As a firm dedicated to the practice of divorce and family law on Long Island, we hear and understand the reasons men and women of all ages, in marriages of all lengths, decide to divorce. For long-term, stable couples, divorce oftentimes brings few fireworks, no accusations and oftentimes no infidelity. What contributes to the demise of a long-term marriage?

Consider this:

  • Al and Tipper Gore separated after 40 years of marriage. They raised children, sought and found adventure, and following a process of long and careful consideration, they decided to separate. From their statements, it seems clear they still love each other as friends, but chose to pursue their lives separately.
  • While the end of a long marriage can come rudely, it may also come as an emotional relief. As people live longer and healthier lives, fewer people are willing to accept an empty marriage that lost its love and intimacy long ago. In a recent paper from Bowling Green State University, researchers found the divorce rate for those over 50 has doubled between 1990 and 2010.
  • Divorce after decades means careful consideration about wealth, and often retirement monies as well. While two people can live together less expensively than two can separately, more women and men are choosing to go it alone, understanding the financial difficulties and potentially lowered quality of life that may follow.

By all accounts, the Gores remain happy with their decision and the new opportunities pursued by each party. While causes of divorce are many, changes in time and relationship often spell the end of a marriage.

Free Consultation with Divorce Lawyer in Utah

If you have a question about divorce law or if you need to start or defend against a divorce case in Utah call Ascent Law at (801) 676-5506. We will fight for you.

Michael R. Anderson, JD

Ascent Law LLC
8833 S. Redwood Road, Suite C
West Jordan, Utah
84088 United States

Telephone: (801) 676-5506

Ascent Law LLC

4.9 stars – based on 67 reviews


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Children of Wealthier Parents More Affected By Divorce

Children of Wealthier Parents More Affected By Divorce

A study by Georgetown University researchers published in the journal Child Development indicates that children with wealthier parents are generally more impacted by divorce than children with poorer parents. The research suggests that wealthier children will have greater benefits from being part of stepfamilies, but will be more likely to have behavioral problems.

The information gathered in the study was mostly obtained from the National Longitudinal Survey of Youth between the years 1986 and 2008. Researchers analyzed the development, health and overall well being of more than 4,000 children in the survey, as well as interviews with mothers of the children that questioned the socio-emotional state of the child.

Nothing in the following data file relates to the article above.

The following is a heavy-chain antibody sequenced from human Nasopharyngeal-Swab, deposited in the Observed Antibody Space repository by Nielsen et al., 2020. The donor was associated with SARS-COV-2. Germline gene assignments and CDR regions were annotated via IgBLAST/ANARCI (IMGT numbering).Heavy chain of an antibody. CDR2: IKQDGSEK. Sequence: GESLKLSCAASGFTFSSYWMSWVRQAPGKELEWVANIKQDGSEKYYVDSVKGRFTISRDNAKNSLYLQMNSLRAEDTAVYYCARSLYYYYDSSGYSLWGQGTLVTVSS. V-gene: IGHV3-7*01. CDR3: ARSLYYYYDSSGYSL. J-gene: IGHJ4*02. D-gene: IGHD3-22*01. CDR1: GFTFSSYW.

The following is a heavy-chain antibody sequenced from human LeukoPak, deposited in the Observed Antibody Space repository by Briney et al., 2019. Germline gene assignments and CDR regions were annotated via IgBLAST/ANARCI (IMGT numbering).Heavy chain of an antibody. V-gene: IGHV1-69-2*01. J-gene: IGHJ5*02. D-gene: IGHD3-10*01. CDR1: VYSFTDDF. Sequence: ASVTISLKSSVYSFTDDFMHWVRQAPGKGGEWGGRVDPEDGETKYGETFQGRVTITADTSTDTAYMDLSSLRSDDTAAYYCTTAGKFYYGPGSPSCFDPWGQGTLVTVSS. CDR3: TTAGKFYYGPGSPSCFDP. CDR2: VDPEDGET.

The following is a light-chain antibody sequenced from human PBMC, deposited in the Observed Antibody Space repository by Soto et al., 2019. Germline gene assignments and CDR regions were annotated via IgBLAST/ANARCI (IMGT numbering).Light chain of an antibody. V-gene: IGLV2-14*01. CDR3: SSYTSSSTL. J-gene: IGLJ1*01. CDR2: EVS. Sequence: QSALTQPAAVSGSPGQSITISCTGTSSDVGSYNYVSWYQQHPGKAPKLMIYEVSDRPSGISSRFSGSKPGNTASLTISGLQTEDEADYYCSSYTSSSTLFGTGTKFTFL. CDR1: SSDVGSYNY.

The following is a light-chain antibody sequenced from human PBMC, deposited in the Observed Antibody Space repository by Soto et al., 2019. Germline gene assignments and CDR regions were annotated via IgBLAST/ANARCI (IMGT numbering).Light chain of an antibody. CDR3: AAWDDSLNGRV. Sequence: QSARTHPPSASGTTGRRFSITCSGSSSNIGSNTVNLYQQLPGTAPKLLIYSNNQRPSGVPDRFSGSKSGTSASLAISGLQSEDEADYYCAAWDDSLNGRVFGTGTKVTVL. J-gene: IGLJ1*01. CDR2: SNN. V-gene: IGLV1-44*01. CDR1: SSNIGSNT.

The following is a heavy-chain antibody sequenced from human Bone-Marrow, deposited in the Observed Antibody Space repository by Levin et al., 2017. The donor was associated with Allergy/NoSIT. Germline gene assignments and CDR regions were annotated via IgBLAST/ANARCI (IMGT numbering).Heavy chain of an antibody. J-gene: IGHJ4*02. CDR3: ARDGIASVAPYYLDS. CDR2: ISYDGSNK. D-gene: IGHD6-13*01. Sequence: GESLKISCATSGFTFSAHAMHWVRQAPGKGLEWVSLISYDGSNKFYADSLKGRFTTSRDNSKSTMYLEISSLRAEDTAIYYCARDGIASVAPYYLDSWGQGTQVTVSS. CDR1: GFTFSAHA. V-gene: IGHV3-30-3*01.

Then, the researchers split the children up into three groups based on their family income: high, medium and low. Divorce only had a significant impact on the group of children in the top income level. While the researchers haven’t found a surefire cause for this, the hypothesis is that the child is more affected in these situations because he or she is more likely to see a significant change in income in the family. Approximately 60 percent of wealthy families in the United States credit the father as being the main breadwinner, yet after the parents’ divorce, the mother is the one more likely to have primary custody. The child may need to change schools, move to a new home and live in a family with less income. These lifestyle changes make for more stress on the child.

The appearance of stepparents was actually shown to have a positive impact on behavior for children in all income levels.

What Are the Grounds for Divorce in Utah?

After much deliberation, you decided that divorce is the right choice for you. Where do you begin? How do you get started? When does your marriage end and your new life begin? You can obtain the answers to all of these questions by contacting an experienced attorney. As a divorce lawyer, I’m telling you that the most common reason is irreconcilable differences. But you knew that didn’t you.

In Utah, you may file for divorce on the following grounds:

  • Irretrievable breakdown. If the relationship between you and your spouse has broken down for at least six months, you may cite irretrievable breakdown as your reason for wanting a divorce.
  • Cruel and inhuman treatment. You may file for divorce on the grounds of inhuman treatment if you believe your physical or mental health is in danger if you remain with your spouse any longer.
  • Abandonment. If your spouse abandons you by leaving, or kicking you out, for a year or more, you can cite abandonment as your grounds for divorce.
  • Imprisonment. In cases where one spouse goes to jail for three or more years, the other spouse may file for divorce on the grounds of imprisonment.


The most common ground for divorce is no-fault or irretrievable breakdown of marriage. A couple who lives apart for at least one year may file for divorce based on an agreement of separation. With the help of a knowledgeable attorney, you can convert a separation agreement into a divorce agreement, saving you time and money.

No matter what your grounds for divorce, a skilled attorney can fight to make sure you start your new life in the best position possible.

Free Consultation with Divorce Lawyer in Utah

If you have a question about divorce law or if you need to start or defend against a divorce case in Utah call Ascent Law at (801) 676-5506. We will fight for you.

Michael R. Anderson, JD

Ascent Law LLC
8833 S. Redwood Road, Suite C
West Jordan, Utah
84088 United States

Telephone: (801) 676-5506